|From a 1994 Dagstuhl Workshop. Selman is the one wearing a cap.|
Selman was a good colleague and a friend. I hosted his sabbatical at the University of Chicago in 1998 which produced a paper with Selman's student and my later postdoc Pavan Aduri. In Spring of 1999 Selman ran a NSF workshop in Chicago on Challenges for Theory of Computing.
In a desire to create a community of complexity theorists and foster publications of their results, Selman led the efforts to establish the Structure in Complexity Theory conference, first held in 1986 in Berkeley, California. As a student in Berkeley I attended that meeting and the next twenty-five. The conference would join the IEEE in 1987, in 1996 renamed the IEEE Conference and Computational Complexity and in 2015 drop from the IEEE to become the Computational Complexity Conference, still going strong. Alan served as the first conference chair and as PC co-chair of the first meeting.
For all his service for the field, Selman received the ACM SIGACT Distinguished Service Award in 2002.
Selman joined University at Buffalo in 1990 to serve six years as department chair and then as a professor until he retired in 2014. Lane Hemaspaandra wrote a highly recommended appreciation for Selman and his research in honor of his retirement where he mentions some of Selman's research programs, including his seminal work on P-Selective sets, non-deterministic functions and his work with Joachim Grollman on one-way functions. Selman came down hard on anyone who got the wrong number of l's in Grollman, so we would often joking cite it as Grollman and Sellman or just Grollman et Al.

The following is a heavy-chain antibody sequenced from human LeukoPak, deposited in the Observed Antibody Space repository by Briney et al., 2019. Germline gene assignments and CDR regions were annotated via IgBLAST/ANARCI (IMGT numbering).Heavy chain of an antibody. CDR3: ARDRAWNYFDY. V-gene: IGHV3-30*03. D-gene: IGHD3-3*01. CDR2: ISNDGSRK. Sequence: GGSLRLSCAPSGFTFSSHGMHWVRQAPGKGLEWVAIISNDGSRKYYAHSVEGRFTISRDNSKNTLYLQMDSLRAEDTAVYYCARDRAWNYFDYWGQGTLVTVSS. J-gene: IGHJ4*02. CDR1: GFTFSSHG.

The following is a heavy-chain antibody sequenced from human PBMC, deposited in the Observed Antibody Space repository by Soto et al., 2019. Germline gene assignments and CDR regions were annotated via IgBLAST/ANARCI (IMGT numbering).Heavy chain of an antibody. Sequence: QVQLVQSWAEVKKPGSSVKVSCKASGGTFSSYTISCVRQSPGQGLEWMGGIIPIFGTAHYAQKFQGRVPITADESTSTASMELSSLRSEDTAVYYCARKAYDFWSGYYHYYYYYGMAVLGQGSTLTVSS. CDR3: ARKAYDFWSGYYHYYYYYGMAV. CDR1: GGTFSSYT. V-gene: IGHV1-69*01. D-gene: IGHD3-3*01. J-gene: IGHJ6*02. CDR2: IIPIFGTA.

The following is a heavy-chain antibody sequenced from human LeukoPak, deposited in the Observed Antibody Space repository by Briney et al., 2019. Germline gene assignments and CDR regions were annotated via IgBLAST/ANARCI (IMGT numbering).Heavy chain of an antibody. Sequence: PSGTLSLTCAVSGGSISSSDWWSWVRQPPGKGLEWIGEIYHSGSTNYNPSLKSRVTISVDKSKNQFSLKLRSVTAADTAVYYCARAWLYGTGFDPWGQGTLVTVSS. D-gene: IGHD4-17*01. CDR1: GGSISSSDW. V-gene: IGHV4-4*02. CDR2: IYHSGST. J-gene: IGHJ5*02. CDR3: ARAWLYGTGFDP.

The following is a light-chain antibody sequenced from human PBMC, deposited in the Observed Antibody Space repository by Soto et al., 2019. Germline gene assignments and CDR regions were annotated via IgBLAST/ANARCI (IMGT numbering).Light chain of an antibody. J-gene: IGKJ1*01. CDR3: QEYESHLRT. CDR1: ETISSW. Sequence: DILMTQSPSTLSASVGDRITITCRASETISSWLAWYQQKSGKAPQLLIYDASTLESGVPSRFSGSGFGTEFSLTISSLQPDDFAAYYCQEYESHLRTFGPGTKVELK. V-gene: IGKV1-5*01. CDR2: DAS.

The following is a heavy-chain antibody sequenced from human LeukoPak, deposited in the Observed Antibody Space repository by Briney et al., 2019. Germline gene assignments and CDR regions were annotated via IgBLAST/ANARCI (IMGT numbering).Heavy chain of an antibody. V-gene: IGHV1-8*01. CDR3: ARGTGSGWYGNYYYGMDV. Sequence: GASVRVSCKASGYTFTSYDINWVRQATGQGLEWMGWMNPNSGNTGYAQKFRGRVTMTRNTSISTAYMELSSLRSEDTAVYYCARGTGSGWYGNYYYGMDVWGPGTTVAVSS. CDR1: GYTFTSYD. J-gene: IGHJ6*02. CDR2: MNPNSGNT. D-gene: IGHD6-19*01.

In my favorite Selman paper, in work with Hemaspaandra, Ashish Naik and Mitsu Ogihara, looks at witness reduction. If there is a set A in P such that for all satisfiable formula φ there is a unique satisfying assignment a of φ such that (φ,a) is in A then the polynomial-time hierarchy collapses. The more general question of whether NP=UP implies the polynomial-time hierarchy collapses remains open.
Also Selman's paper with Steve Homer giving an oracle where Σ2P-complete sets were isomorphic was instrumental to my own work on the isomorphism conjecture.
Bill wanted me to mention the Selman paper that most influenced him. Selman and Theodore Baker and gave the first oracle separating the second level of the polynomial-time hierarchy in 1979. It would take Yao and Håstad over five more years to get the whole hierarchy infinite relative to an oracle. The Baker-Selman proof could easily extend to show that AM games did not sit in Σ2P, a bit surprising as MA is in Σ2P.
It would be no exaggeration to say the field of computational complexity and my own research within it would have been much different without Alan.
Alan drove a car with a "P NE NP" license plate. One day someone came up to him in a parking lot and said "Yes, but can you prove it?" Possibly the one thing in complexity he couldn't do.